Report predicts state drivers would see little cost from tighter fuel standards

Drivers would only pay an extra 2 cents a gallon in 2020 if the state requires lower levels of carbon in vehicle fuels, according to a draft report.
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Traffic on Seattle's 520 Bridge between I-5 and Montlake Blvd.

Drivers would only pay an extra 2 cents a gallon in 2020 if the state requires lower levels of carbon in vehicle fuels, according to a draft report.

A new state-hired study tentatively concludes that gasoline prices would increase by 2 cents per gallon by 2020 and by 12 cents per gallon by 2026 if low-carbon fuel standards are installed in Washington.

The Washington Office of Financial Management released a draft study Wednesday by consultant Life Cycle Associates, which also predicted the same increase in diesel prices if the state institutes standards mandating lower levels of carbon in fuels.

That draft conclusion is dramatically different from a Republican contention that low-carbon fuel standards would increase gasoline prices by roughly a $1 a gallon. Democrats and the GOP will likely fight over the figures if and when Gov. Jay Inslee introduces legislation to set up such fuel goals for the state.

The state report noted that 79 percent of the gasoline and 73 percent of the diesel fuel consumed in Washington in 2012 comes the state's five refineries. Consequently, low-carbon fuel standards will affect Washington's refineries.

Sen. Doug Ericksen, R-Ferndale and chairman of the Senate's Environment, Energy and Telecommunications Committee, had not seen the report when contacted late Wednesday afternoon. However, he criticized the OFM for producing the draft without public feedback and without holding public meetings.

Inslee spokeswoman Jaime Smith said the governor still has to read the draft. "We will be talking about this with legislators and stakeholders," she promised.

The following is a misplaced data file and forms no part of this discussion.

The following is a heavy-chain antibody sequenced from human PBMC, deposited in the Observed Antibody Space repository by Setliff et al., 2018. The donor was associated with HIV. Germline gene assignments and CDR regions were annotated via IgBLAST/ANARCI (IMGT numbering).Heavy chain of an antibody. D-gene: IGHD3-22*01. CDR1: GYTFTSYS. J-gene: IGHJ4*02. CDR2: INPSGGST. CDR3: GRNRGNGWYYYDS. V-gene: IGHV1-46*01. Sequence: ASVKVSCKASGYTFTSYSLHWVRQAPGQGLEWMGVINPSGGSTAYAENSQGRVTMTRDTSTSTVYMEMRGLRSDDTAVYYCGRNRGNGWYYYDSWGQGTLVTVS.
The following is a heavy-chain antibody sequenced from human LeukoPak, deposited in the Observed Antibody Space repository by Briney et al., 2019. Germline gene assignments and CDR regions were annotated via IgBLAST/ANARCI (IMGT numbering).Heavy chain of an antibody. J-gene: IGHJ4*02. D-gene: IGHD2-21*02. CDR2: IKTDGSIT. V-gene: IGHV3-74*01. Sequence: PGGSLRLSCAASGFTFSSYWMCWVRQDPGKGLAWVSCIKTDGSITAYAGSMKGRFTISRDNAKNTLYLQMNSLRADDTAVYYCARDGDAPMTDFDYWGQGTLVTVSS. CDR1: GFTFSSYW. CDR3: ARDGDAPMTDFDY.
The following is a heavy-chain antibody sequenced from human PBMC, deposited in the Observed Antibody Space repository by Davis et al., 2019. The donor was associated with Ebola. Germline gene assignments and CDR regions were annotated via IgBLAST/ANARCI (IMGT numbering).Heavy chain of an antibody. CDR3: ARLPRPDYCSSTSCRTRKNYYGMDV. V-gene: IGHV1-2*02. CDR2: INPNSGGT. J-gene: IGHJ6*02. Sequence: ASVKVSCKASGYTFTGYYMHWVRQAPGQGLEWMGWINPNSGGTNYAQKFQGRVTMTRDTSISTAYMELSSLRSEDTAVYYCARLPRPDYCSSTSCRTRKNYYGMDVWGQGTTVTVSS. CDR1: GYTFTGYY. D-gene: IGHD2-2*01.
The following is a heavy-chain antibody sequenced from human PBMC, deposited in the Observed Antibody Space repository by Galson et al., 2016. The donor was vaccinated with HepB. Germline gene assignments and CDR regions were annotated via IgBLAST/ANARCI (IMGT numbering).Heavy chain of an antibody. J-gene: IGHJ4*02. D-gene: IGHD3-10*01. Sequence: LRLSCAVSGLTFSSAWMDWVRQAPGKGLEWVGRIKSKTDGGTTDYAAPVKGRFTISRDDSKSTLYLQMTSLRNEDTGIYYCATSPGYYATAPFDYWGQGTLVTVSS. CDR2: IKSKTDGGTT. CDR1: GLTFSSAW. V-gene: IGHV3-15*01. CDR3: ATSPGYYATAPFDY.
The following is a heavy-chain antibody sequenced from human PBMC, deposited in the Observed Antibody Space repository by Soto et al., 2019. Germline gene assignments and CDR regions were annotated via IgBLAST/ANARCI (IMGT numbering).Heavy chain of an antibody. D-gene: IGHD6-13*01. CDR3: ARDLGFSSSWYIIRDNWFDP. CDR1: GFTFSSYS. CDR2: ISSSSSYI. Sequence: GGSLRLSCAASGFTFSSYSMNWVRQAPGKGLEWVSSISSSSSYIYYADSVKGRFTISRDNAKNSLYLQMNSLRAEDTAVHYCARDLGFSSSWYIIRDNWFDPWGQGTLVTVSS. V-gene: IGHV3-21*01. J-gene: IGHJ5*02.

Smith emphasized the report is still in the draft stage, and that it will be a while before a final report is written. And Smith noted that the draft report is now publicly available on the OFM's Web site for anyone to read.

Todd Myers, an analyst for the conservative Washington Policy Center think tank, was suspicious that the report predicted low gasoline and diesel prices without an accompanying set of higher estimates. "Everyone is scratching their heads about how low the projections are," he said.

Myers also voiced concern that much of the report favors biofuels, noting that the state's biofuels industry has supported Inslee politically.

Fighting climate change — and carbon emissions behind it — has been a passion for Inslee, who plans to unveil a comprehensive legislative package in 2015 to deal with global warming-related issues. Vehicle fumes account for roughly 40 percent of Washington's carbon emissions.

Besides a low-carbon fuel standards proposal, Inslee will also likely propose either a cap-and-trade program or a carbon emissions tax, but not both simultaneously. In a cap-and-trade program, Washington would have an overall annual limit to its carbon dioxide emissions. Limits would be set for specific geographic areas. Firms would obtain rights for specific amounts of emissions in those areas and could trade their rights. A carbon tax is simply a levy on a firm's carbon dioxide emissions, which is supposed to inspire a business to decrease its emissions.


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About the Authors & Contributors

John Stang

John Stang

John Stang is a freelance writer who often covers state government and the environment. He can be reached on email at and on Twitter at @johnstang_8